Batroc the Leaper

From Wikipedia, the free encyclopedia
Jump to: navigation, search
Batroc the Leaper
Batroc.png
Batroc the Leaper
Art by Luke Ross
Publication information
Publisher Marvel Comics
First appearance Tales of Suspense #75 (March 1966)
Created by Stan Lee
Jack Kirby
In-story information
Alter ego Georges Batroc
Team affiliations Thunderbolts
Batroc's Brigade
Masters of Evil
Legion Accursed
Notable aliases The Leaper
Abilities Savate and hand to hand combat expert
Olympic level athlete and weightlifter
Skilled military tactician
Experienced thief and smuggler
Peak physical condition
Extraordinary agility and reflexes

Batroc (Georges Batroc) is a fictional character, a supervillain appearing in publications from Marvel Comics. Created by writer Stan Lee and artist Jack Kirby, the character first appeared in Tales of Suspense #75, 1966.[1] He is a mercenary and a master of the French form of kick boxing known as savate. Writer Mark Waid described the character as ahead of his time, elaborating "He was a Jean-Claude Van Damme, but he was in the 1960s."[2]

Georges St-Pierre plays the character in the 2014 film Captain America: The Winter Soldier.

Publication history[edit]

Batroc, created by Stan Lee and Jack Kirby, first appeared in Tales of Suspense #75 in March 1966. He has reappeared in various Marvel titles ever since.[3]

Sporting a new costume designed by John Romita, Jr., Batroc served as Klaw's top lieutenant in the first arc of the 2005 re-launch of Reginald Hudlin's Black Panther.[4]

Fictional character biography[edit]

Georges Batroc was born in Marseille, France, and served in the French Foreign Legion. He is a French costumed mercenary who specializes in savate (also known as "La Boxe Française"), a form of kickboxing. Although he has primarily appeared in the pages of Captain America, he has also faced off against the Punisher, Spider-Man, Deadpool, Hawkeye, Iron Fist and Gambit. Batroc has occasionally led his own team "Batroc's Brigade" although membership has changed over time. The group has primarily fought Captain America.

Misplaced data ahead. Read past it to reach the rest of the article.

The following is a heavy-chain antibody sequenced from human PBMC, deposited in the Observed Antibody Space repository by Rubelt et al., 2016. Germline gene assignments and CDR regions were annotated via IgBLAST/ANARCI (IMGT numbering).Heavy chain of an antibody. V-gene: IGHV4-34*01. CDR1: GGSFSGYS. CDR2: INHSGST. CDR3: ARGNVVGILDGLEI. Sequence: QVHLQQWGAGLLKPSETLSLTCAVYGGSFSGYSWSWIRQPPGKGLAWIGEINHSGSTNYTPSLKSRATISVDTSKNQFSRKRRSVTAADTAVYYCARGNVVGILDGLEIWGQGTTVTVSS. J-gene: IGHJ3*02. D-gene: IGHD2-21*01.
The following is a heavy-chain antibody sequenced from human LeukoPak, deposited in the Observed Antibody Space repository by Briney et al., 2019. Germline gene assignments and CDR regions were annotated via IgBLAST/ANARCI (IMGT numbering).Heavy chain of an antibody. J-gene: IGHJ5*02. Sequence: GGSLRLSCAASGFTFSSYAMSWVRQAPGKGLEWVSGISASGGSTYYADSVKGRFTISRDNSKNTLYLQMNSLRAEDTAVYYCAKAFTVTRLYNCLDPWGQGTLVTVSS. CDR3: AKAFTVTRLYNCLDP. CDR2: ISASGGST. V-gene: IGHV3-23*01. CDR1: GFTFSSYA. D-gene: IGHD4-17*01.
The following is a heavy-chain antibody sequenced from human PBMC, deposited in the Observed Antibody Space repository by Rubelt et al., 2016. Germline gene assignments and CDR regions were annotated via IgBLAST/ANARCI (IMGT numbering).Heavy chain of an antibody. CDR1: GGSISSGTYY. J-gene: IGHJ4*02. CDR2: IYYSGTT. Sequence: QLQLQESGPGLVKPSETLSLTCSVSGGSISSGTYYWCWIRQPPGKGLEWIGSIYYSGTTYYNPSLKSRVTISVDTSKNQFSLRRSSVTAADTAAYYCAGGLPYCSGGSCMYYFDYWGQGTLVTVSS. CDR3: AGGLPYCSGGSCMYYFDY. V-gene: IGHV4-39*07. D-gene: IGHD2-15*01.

In the character's first appearance, he was hired by Them to steal the Inferno-42 cylinder. He first battled Captain America during this mission. When Batroc introduced himself with typical bluster, Cap revealed, to Batroc's delight, that he had already heard of the mercenary: "Batroc the Leaper, eh? A master of la savate, the French art of boxing with the feet!"[5] Later, he was again hired by Hydra and abducted Sharon Carter for them. He lured Captain America into a rematch, in which he insisted Hydra not intervene, and again lost; however, when Hydra agents prepared to kill both Cap and himself, Batroc, incensed at such "men wizout honair," switched sides to help Cap against Hydra.[6] In both of these stories, Batroc was regarded as a deadly combatant, his skill respected by enemies and employers alike.

Batroc was then hired by a foreign power to locate a "seismo-bomb" with the first known Batroc's Brigade (consisting of the original Swordsman and the Living Laser). Batroc battled Captain America again.[7] The Machinesmith's Baron Strucker android known as "the Hood" then hired a new Batroc's Brigade (consisting of Porcupine and Whirlwind) to battle Captain America.[8]

Batroc then formed a third Batroc's Brigade, which consisted of various unnamed henchmen rather than known supervillains since supervillains had failed Batroc in the past. The alien Jakar, concealing his true nature and intent, hired this group to abduct children from New York and to battle Captain America and Falcon. Although Batroc felt no compunction about abducting children, upon learning Jakar's true nature and his intent to use the children's souls to revive his comatose race, he felt his "sense of honair" had been violated by the deception, and he again switched sides, aiding Captain America and the Falcon to rescue the children.[9] Ward Meachum then hired Batroc's Brigade, who battled Iron Fist and a ninja warrior, several Brigade members dying in the process.[10]